Looking at this group of companies I see they constitute ~13.6% of our entire holdings. This is the group of companies in which there has been considerably more change from the last time I conducted this review.
- United Parcel Service (UPS) - shares are held in accounts for which I do not disclose details.
- The Bank of Montreal (BMO.TO) - shares are held within the FFJ Portfolio and accounts for which I do not disclose details.
- Stanley Black & Decker (SWK) - shares are held within the FFJ Portfolio.
- S&P Global Inc (SPGI) - shares are held in within the FFJ Portfolio.
- Moody’s (MCO) - shares are held within the FFJ Portfolio.
- W.W. Grainger (GWW) - shares are held within the FFJ Portfolio.
- PepsiCo (PEP) - shares are held in accounts for which I do not disclose details.
- McDonald’s (MCD) - shares are held within the FFJ Portfolio and accounts for which I do not disclose details.
- Canadian Pacific Railway (CP.TO) - shares are held in within the FFJ Portfolio.
- AT&T (T) - shares are held within the FFJ Portfolio and accounts for which I do not disclose details.
Both ratings agencies (SPGI and MCO) were not even within my Top 30 in February 2019; I invested in both companies in mid-October 2018 and disclosed same in articles published October 26 2018. If you look at the share price of both companies you will see the degree to which their respective share price has appreciated subsequent to me initiating a position!
McDonald’s was not in my top 30 at the time of my previous review but the acquisition of additional shares (disclosed here) has resulted in MCD now falling within my ‘Top 30’.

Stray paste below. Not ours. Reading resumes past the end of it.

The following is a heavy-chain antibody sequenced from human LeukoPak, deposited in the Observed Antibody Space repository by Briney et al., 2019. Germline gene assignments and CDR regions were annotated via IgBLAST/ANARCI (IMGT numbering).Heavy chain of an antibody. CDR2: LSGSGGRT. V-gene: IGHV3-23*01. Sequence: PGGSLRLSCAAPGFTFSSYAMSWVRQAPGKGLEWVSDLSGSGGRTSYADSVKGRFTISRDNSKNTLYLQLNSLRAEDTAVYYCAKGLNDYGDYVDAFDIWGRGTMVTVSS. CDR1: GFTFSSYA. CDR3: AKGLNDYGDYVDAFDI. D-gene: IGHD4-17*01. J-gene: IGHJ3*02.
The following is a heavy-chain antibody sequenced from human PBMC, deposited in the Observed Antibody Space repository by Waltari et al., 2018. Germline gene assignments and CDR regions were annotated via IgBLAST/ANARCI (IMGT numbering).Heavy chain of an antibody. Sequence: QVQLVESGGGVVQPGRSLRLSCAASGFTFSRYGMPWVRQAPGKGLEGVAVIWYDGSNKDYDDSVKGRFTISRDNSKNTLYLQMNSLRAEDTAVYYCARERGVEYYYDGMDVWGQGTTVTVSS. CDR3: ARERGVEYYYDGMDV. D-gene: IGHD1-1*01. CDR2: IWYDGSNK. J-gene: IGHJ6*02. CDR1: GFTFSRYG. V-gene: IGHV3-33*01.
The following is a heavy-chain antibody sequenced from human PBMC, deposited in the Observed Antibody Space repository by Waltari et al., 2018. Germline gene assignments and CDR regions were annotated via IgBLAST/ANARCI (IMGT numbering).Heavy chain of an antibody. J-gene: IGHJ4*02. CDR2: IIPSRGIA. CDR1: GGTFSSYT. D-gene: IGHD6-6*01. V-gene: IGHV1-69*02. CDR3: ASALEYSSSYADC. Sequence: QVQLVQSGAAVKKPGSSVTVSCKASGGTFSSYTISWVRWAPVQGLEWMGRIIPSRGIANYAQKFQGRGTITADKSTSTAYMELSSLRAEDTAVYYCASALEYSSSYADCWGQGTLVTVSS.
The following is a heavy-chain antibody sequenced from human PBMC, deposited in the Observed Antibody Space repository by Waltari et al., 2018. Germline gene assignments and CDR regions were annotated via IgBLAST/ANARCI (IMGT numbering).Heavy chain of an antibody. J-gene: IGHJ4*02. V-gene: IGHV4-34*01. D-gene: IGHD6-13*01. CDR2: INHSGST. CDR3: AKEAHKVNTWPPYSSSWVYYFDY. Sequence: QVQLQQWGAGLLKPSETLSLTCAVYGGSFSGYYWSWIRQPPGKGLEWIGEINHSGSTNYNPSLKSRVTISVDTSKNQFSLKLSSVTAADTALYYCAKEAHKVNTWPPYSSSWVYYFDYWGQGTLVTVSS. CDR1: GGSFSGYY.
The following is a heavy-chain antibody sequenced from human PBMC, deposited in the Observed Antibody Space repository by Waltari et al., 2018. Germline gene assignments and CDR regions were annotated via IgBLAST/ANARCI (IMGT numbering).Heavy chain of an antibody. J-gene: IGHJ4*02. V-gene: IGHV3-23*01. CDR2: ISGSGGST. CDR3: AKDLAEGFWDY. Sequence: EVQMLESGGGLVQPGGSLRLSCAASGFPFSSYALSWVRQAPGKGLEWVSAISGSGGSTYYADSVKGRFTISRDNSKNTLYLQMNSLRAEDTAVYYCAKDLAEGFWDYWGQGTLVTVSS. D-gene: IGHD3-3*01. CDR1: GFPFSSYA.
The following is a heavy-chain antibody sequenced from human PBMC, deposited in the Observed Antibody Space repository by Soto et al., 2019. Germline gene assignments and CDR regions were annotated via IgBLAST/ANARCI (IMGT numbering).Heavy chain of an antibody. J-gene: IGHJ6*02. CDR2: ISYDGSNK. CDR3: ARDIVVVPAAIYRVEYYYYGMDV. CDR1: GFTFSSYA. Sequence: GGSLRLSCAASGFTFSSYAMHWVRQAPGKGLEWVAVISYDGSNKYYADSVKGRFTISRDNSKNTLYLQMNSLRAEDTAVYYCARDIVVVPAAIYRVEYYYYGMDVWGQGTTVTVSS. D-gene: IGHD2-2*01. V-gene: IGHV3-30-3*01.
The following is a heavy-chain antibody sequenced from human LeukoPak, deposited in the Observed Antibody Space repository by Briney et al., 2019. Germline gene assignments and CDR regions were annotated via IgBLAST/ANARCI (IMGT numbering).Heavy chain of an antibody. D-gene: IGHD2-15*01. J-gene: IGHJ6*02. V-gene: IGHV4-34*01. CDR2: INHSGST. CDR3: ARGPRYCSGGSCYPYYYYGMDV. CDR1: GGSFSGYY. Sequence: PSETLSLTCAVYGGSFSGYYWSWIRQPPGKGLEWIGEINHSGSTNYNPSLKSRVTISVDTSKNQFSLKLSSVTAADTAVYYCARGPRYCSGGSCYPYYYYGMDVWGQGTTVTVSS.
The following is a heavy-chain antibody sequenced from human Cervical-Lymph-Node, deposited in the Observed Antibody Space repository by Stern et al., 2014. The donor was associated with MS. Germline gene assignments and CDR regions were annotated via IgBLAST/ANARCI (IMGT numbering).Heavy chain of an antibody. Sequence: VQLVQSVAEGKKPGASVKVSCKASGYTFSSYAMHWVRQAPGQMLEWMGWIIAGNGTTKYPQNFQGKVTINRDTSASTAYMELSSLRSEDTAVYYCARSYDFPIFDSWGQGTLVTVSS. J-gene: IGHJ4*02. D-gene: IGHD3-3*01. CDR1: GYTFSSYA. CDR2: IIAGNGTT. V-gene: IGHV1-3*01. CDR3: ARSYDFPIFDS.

I had no exposure to Canadian Pacific Railway at the time of my last review but in keeping with my desire to increase my exposure to the North American Class A railroads, I acquired shares when this company had been ‘kicked to the curb’ in March 2020 (disclosed here). I acquired share at ~$278.60 but the share price has appreciated to ~$390 as I compose this article and I now find myself ‘sitting on the sidelines’ hoping for the company to fall out of favor again with the investment community.
In previous articles I have expressed my opinion about some investors whose investment behavior reminds me of a ‘fly in the bottle’. Rather than investing in a few high quality companies, they invest a little bit in MANY companies; I cannot fathom, for example, what would possess someone to invest a few hundred thousand dollars in over 140+ companies and to have the audacity to charge for their investment ‘advice’. To each their own….
In my case, ~77% of my investments are in my Top 30 holdings and these are companies I am reasonably confident can weather challenging business conditions. Although it is my intent to increase my exposure to the Top 30, I have exposure to other high quality companies where I fully intend to increase my exposure under acceptable circumstances/valuations. These, in no particular order, include but are not limited to:
- Microsoft (MSFT)
- Ecolab (ECL)
- Stryker (SYK)
- Alimentation Couche-Tard (ATD-b.TO)
- Intact Financial (IFC)
- Enbridge (ENB)
- Nike (NKE)
I began tracking our dividend income in 2007 with the view of being able to create a portfolio which would spin-off dividend income to replace our income if/when we decided working was no longer part of our ‘master plan’. It was not my intent to invest in companies with highly attractive dividend yields which I thought were unsustainable. In fact, in late 2016 I met a pensioner in his mid-70s who had invested exclusively in Real Estate Investment Trusts (REITs). I was alarmed by this but it was certainly not my place to suggest he think twice about his investment decisions. I merely explained my rationale for having very, very limited exposure to such an investment (SmartCentres Real Estate Investment Trust (SRU-UN.TO) is the only REIT in which I have invested and my exposure is negligible). In my opinion, an attractive dividend yield should not be the primary reason for investing in a company!!